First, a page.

It is therefore an object and purpose of the present invention to provide a system which is capable of utilizing the telephone equipment to alert massive numbers of people, such as most of the telephone subscribers in a threatened geographical area, to the existence or approach of a threatened disaster.
The invention is directed to a system utilizing modern computer equipment for inputting the nature and geographical area of threatened disasters on a national scale from anywhere in the country where threatened disasters are detected and monitored, then communicating the nature of the threat to the telephone switches used by the local exchanges in the vicinity of the threatened disaster and instructing the local exchanges to connect to its telephone subscribers and transmit to each subscriber who answers the phone a selected warning message which is appropriate for the particular type of threatened disaster.
The invention contemplates the location of at least one and preferably a plurality of remote computer terminals at each of a variety of threatened disaster detection locations. Disaster detection locations are at those organizations, often governmental agencies, which have responsibility to monitor particular threatening conditions or to serve as a central communication or control center for particular threatening conditions. Such disaster detection locations would, for example, include the National Weather Service and the National Hurricane Center, chemical and nuclear power plants, and various other governmental and private agencies which are charged with detecting and/or dealing with specialized types of disasters.
These remote computer terminals are programmed and connected by conventional communication links, such as long distance telephone lines, the internet, or satellite links, to a central computer to transmit information to the central computer specifying at least the nature of the disaster and its geographical area. The central computer has stored on a data storage device a data structure having instances of local telephone exchanges representing all the exchanges in the country. Each local exchange instance has associated attributes of the exchange's geographical service area and data for communicating with the exchange.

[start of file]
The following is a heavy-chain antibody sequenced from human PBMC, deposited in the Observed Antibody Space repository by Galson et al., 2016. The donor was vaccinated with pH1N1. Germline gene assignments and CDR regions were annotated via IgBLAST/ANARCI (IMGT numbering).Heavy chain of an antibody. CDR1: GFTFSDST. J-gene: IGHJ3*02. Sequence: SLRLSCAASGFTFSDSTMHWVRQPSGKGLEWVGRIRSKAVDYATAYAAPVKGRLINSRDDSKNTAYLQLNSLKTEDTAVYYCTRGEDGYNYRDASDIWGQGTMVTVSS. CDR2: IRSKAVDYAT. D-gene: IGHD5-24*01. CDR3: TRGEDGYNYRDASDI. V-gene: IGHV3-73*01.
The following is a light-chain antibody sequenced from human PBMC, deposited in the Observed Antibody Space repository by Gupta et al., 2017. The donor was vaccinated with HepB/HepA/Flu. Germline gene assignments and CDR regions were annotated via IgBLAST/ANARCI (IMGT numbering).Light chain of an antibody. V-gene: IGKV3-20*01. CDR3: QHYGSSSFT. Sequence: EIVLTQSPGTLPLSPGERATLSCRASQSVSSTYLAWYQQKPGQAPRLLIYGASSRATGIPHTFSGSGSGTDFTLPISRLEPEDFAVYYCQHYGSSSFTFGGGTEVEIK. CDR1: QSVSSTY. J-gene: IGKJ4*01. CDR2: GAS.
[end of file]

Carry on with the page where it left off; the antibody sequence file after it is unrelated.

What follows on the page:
This arrangement permits data to be input at the remote computer terminal specifying a type of threatened disaster and its geographical location. This data is communicated to the central computer. The central computer then communicates by any of several conventional communication channels to the local telephone exchanges in the geographical area which is threatened with the disaster. The central computer and the local exchanges are programmed to permit the central computer to instruct the local exchanges to connect to their telephone subscribers and transmit a recorded voice message to those subscribers who answer their phone. The recorded message is either previously recorded and stored at the local exchange or communicated to the local exchange from the central computer. This voice message may, for example, inform the subscriber of the nature of the disaster and protective action to be taken.
FIG. 1 is a block diagram illustrating the principal components of the invention.
FIG. 2 is a block diagram illustrating the electronic switching system used by local telephone exchange.
FIGS. 3-6 illustrate the database structure for four classes or types of data and showing the attributes for objects of each class.
FIGS. 7 through 13 are a flow chart illustrating the operation of the preferred embodiment of the invention.
In describing the preferred embodiment of the invention which is illustrated in the drawings, specific terminology will be resorted to for the sake of clarity. However, it is not intended that the invention be limited to the specific terms so selected and it is to be understood that each specific term includes all technical equivalents which operate in a similar manner to accomplish a similar purpose. For example, the word connected or terms similar thereto are used. They are not limited to direct connection but include connection through other elements where such connection is recognized as being equivalent by those skilled in the art.